A monologue from the play by Richard Nelson and Alexander Gelman
KATIA (forties – fifties)
I remember—not laughing, but crying with Misha. It was winter too. (She eats, sips, continues.) Perhaps the same winter, Natasha. Masha, you were—five.
And a beautiful child. (She takes another bite.) I knew that Mikhail was seeing another woman. We’d been married six years and this was not the first.
With some men—you know… (Shrugs.) It’s the glands I think. Then one afternoon, I was standing there at the kitchen table and I can see him telling me:
he’s leaving us. Masha and me. He’s saying: Katia, I am leaving you. (Beat.) He’s taking his things, he’s moving in with this woman,
he wouldn’t give me your name, Natasha. Not yet. I try to joke with him—this is impossible. A wife you can leave, but there’s a child here, whom you love.
(She looks at Masha, then takes another bite.)
But your mind is made up. It’s been an agonizing decision. This is why you’ve been so preoccupied of late, you tell me.
Because you’d been trying to make up your mind. (Beat.) Suddenly I’m crying. I’m thinking crazy thoughts—how are we going to live?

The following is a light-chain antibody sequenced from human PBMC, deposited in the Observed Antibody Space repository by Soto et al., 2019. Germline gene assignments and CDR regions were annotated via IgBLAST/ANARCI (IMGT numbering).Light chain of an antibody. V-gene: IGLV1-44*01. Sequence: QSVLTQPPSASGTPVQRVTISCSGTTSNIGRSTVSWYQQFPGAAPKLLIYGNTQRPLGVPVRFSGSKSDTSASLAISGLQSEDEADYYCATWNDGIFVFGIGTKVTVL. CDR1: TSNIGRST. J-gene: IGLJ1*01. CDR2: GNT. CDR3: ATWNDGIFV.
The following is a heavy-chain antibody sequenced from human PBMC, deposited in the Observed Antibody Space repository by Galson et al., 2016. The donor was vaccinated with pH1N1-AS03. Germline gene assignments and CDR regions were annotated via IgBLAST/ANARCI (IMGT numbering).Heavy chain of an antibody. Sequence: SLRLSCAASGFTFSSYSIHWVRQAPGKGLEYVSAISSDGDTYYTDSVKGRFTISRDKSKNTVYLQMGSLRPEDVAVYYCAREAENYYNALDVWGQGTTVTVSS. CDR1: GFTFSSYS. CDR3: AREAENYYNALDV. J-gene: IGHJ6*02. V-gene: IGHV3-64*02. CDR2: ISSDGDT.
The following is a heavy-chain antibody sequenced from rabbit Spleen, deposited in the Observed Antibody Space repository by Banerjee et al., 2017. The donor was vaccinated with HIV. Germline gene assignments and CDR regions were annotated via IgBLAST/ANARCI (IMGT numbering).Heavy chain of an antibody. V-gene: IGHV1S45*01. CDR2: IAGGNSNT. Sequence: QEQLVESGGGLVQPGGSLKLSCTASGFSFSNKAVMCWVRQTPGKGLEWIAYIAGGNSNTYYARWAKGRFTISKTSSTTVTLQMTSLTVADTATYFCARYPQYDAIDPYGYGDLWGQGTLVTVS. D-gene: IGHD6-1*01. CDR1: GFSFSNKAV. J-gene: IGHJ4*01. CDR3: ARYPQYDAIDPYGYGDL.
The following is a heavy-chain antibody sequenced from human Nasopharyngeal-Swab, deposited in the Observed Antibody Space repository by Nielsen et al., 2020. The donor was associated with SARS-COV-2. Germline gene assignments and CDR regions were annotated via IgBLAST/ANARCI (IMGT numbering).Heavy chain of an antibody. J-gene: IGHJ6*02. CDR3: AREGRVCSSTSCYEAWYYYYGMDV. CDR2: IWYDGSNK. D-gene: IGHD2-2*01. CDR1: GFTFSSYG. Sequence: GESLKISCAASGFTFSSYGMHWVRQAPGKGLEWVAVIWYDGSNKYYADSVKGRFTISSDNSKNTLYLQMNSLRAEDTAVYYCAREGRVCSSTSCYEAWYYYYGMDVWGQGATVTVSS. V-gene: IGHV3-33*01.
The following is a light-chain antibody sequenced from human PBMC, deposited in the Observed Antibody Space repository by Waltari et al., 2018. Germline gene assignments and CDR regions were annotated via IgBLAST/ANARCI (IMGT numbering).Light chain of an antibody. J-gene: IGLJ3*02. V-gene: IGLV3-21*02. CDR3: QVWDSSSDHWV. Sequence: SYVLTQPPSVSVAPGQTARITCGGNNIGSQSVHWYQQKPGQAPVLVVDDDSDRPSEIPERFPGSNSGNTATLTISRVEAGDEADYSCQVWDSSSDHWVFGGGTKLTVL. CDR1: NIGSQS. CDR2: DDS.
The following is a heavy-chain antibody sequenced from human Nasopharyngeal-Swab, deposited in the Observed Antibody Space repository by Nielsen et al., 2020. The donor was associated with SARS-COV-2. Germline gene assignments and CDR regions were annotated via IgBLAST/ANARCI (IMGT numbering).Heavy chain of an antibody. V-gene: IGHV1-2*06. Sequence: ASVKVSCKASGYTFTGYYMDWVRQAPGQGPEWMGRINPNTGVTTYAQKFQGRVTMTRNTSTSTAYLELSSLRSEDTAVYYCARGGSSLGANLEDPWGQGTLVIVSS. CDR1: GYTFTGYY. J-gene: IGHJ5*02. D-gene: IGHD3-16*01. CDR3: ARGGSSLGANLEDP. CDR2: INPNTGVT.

I’m thinking: what are you taking with you? I’m thinking: am I such a bad lover? I’d wondered that often before—
with the other girls he’s gone out with. The tears are pouring down my face and I’m hysterical. (She eats.)
He doesn’t dare look at me, then Masha runs in—do you remember this? She wants to know what is happening, so—I tell her.
Your father’s running off with a wh*re. A b*tch. This woman who is ruining both our lives. He tells me to stop it.
Masha runs out of the room crying. She’s screaming in the bedroom. I begin breaking things. You at first try to grab my arm but… (Shrugs.)
Then I look at you, Misha. For the first time since you told me; and I see that you are crying too—weeping—uncontrollably. (Turns to Natasha.)
Did he tell you this? (Natasha shakes her head.) I didn’t think he would. This weeping—it calms me. I get control of myself.
And I take Mikhail in my arms and say—it’ll be fine. It’ll be OK. And I kiss him on the cheek, on the forehead, on the mouth.
I never loved you more than I did at that moment, when I was letting you go. (Beat.) That is why I never fought the divorce.
I never hounded you for money. Two years you went without paying anything—. I said not one word. Because I loved you.
Fiodor knows all of this. He’s heard me tell this story a hundred times.